Amy Levin: What’s the one holiday that Lurianic Kabbalists and quasi-pagan eco-Jews alike love celebrating? It’s Tu B’Shevat, aka, “The New Year for Trees.” The name Tu B’Shevat is derived from the Hebrew date of the holiday, the 15th of Shevat – “tu” stands for the Hebrew letter “tet” and “vav” whose numerical values, 9 and 6, add up to 15. “B” means “of” in Hebrew, and “Shevat” is the Hebrew month on which the holiday falls. Oh, and apparently it’s the Paris Hilton of Jewish Holidays.

Among the gamut of media sources paying homage to the green holiday, I like Rabbi Rachel Kobrin’s explanation of the roots of this tree celebration at HuffPost Religion:

During the time of the Temple in Jerusalem, Tu Bishvat was a day devoted to the very practical goal of declaring the age of trees for tithing purposes. In the 17th century, the kabbalists in Tzfat created a Tu Bishvat Seder. Modeled after the Passover Seder, this Tu Bishvat ritual was an effort to bring to life the verse from Deuteronomy 20:19: “For a person is like the tree of the field.” In celebration of fruit-bearing trees, throughout the seder participants eat various fruits that symbolize different aspects of themselves.

Participants begin by eating fruit with a hard shell, such as pomegranates, almonds and walnuts, thereby honoring our natural human need to protect our inner core. Participants then partake of fruits that have no outer shell, but do have a pit — such as olives, dates, plums and apricots. These fruits symbolize our inner soul, and the attention we must give to cultivating the spark of Divinity that lies at our core. Participants then eat fruit that has neither a shell nor a pit — such as grapes, figs, apples and carob. These fruits symbolize the human intellect, which the kabbalists envisioned as both open and unprotected. When we engage in intellectual discovery, we mirror God in continuing to create and build the world we have inherited. Through the act of eating significant fruits at the Tu Bishvat seder, the kabbalists believed we were releasing essential inner sparks of the Divine, and connecting in new ways with the spiritual realm.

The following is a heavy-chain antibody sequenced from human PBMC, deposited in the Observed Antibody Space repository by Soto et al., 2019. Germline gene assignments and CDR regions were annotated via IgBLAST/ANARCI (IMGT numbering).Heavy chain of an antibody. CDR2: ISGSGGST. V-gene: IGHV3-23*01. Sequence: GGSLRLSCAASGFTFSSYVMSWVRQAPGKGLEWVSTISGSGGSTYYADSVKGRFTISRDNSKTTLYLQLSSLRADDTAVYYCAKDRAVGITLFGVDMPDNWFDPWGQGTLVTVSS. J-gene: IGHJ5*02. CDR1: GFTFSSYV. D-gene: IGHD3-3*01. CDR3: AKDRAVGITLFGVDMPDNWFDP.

Kobrin left out the best part of the seder–four cups of wine–but you get the gist. For me, Tu B’Shevat was always the kind of non-threatening holiday I could easily embrace guilt-free. But then of course, as Rabbi D. Sylvester reminds us, we should be shaming ourselves for this (click on the link for a daily dose of Israeli-Palestinian commentary on tree wars). Socio-political issues aside, many progressive Jews take this time to offer plugs for environmentalism and going green. Tablet Magazine even offers a “10 Inventive Ways to Celebrate Tu B’Shevat” from composting to reading The Pagan RabbiIf you live in New York, you are Tu B’shvery lucky (ok not a good holiday for puns), because the city is your religious garden. Celebrate the holiday by checking out Central Park for musical and theatrical performances, the Manhattan Jewish Experience for fruits, music, and a lecture on forest restoration in Israel, a seder hosted by Pursue, Brooklyn Jews, and the Jewish Mediation Center  that blends ecology, social justice, and mediation, or my pick, “Pinot and Pomegranate,” a night of live music, organic kosher wine, and delicious fruity desserts.

Jewish or not, the message(s) of Tu B’Shevat are clearly cross-cultural. But before we use the holiday to capitalize on the functionality of its inherent environmentalism, (and this may be the closest I ever get to exercising any theological power in my awkward positionality as an atheist, tree-hugging Jew) I say we offer the trees the respect they deserve. It’s one thing to worship trees, and another to use them to build our soap boxes.

Image credit: The Jewish Daily Forward